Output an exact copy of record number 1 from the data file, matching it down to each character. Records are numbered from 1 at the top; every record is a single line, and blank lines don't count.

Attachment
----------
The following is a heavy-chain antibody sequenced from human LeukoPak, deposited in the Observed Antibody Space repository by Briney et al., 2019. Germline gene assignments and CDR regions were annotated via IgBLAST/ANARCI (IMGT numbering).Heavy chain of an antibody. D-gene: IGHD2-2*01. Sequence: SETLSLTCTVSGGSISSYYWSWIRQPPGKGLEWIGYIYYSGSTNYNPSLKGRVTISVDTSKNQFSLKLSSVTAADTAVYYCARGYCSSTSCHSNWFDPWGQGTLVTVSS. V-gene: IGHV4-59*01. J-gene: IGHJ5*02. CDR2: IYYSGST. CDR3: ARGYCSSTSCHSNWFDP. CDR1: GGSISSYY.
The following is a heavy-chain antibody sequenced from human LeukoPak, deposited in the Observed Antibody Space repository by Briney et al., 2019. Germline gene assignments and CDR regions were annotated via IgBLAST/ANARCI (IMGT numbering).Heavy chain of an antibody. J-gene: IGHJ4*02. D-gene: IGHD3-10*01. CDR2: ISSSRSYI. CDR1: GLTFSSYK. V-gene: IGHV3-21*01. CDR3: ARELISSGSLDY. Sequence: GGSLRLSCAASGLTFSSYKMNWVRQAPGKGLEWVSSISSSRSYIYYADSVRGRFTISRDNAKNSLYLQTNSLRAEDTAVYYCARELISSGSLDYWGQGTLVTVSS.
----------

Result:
The following is a heavy-chain antibody sequenced from human LeukoPak, deposited in the Observed Antibody Space repository by Briney et al., 2019. Germline gene assignments and CDR regions were annotated via IgBLAST/ANARCI (IMGT numbering).Heavy chain of an antibody. D-gene: IGHD2-2*01. Sequence: SETLSLTCTVSGGSISSYYWSWIRQPPGKGLEWIGYIYYSGSTNYNPSLKGRVTISVDTSKNQFSLKLSSVTAADTAVYYCARGYCSSTSCHSNWFDPWGQGTLVTVSS. V-gene: IGHV4-59*01. J-gene: IGHJ5*02. CDR2: IYYSGST. CDR3: ARGYCSSTSCHSNWFDP. CDR1: GGSISSYY.